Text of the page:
A large number of particles have been confirmed to be in “sample chamber A” in the collected capsule (~ 11:10 JST on 12/15). This is believed to be the example from the first touchdown on Ryugu. The picture looks brown, but our team says “black”! The sample return is a great success! pic.twitter.com/34vIx17zOXDecember 15, 2020
Japanese scientists got their first look at the sample capsule of the Hayabusa2 spacecraft, and even the first look is promising.
The Hayabusa2 spacecraft was launched in 2014, heading for a near-Earth asteroid called Ryugu. The mission arrived in Ryugu in 2018 and spent about a year and a half observing and sampling the asteroid before taking off last year to deposit its sample capsule in Earth’s atmosphere. On December 5, the capsule landed in the Woomera Prohibited Area in Australia; Scientists from the Japan Aerospace Exploration Agency (JAXA), which is leading the mission, then flew the capsule to Japan.
On Monday (December 14), mission personnel got a look inside the capsule for the first time. “We have confirmed that there were black grains from Ryugu,” said representatives of the mission wrote on Twitter. “This is located outside the main chambers and there are probably particles attached to the entrance of the sample catcher.”
Related: Japan’s Hayabusa2 asteroid Ryugu monster reentry mission in photos
The sample container in the re-entry capsule was opened on December 14 and we confirmed that there were black granules from Ryugu. This is outside the main chambers and probably particles are attached to the entrance of the sample catcher. (English release available tomorrow) https://t.co/NAw1R1cjvy pic.twitter.com/5BfXxfH29hDecember 14, 2020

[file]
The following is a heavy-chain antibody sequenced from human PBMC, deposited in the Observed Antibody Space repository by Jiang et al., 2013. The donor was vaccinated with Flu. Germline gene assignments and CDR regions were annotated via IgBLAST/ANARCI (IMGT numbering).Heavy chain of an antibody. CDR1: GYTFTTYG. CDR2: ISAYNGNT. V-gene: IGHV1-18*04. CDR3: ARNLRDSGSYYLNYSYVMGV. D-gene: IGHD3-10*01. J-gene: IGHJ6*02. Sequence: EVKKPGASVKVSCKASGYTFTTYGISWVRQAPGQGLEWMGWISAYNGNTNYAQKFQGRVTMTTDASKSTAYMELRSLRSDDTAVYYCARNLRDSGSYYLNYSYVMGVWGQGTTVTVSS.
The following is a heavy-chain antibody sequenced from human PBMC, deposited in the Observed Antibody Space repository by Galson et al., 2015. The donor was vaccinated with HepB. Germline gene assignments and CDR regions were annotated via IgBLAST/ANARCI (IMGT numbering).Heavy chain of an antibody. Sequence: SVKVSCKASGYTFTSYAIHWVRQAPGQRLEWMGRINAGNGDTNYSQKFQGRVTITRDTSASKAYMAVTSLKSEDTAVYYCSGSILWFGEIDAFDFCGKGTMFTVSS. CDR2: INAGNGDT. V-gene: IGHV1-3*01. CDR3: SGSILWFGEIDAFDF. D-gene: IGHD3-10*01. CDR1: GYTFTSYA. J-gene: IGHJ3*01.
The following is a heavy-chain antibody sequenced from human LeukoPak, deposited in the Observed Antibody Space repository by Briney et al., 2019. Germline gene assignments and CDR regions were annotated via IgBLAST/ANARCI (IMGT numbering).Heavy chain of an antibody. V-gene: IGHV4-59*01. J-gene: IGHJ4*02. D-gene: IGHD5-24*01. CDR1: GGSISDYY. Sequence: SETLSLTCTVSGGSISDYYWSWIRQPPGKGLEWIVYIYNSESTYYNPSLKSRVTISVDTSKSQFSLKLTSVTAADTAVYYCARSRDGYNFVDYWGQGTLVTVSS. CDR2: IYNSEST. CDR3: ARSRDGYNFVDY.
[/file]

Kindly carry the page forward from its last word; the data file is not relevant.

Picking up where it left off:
Scientists later opened one of the three sample chambers and confirmed that it contained a fair amount of asteroid dust. Those rooms hold the real treasures: they’re where the Hayabusa2 spacecraft left the pieces of Ryugu it got stuck during two collection maneuvers.
During one of those sampling attempts, the spacecraft picked up rocks from the surface of the asteroid; during the second, it fired a copper bullet inside the asteroid to expose underground material. The combination should enable scientists to understand how the harsh environment of space has affected Ryugu’s surface.
Another early procedure performed on the newly returned capsule was to measure gases trapped in it in case some of that gas comes from Ryugu itself.
JAXA has not yet announced when scientists will start seriously analyzing the asteroid bits. Despite Earth’s advanced fleet of spacecraft, analyzing pieces of other worlds in terrestrial labs still gives scientists far more powerful ways to answer planetary science questions.
Since asteroids are primal debris left over from the formation of the solar system, scientists hope that studying these Ryugu monsters will help them understand the early days of the solar system.
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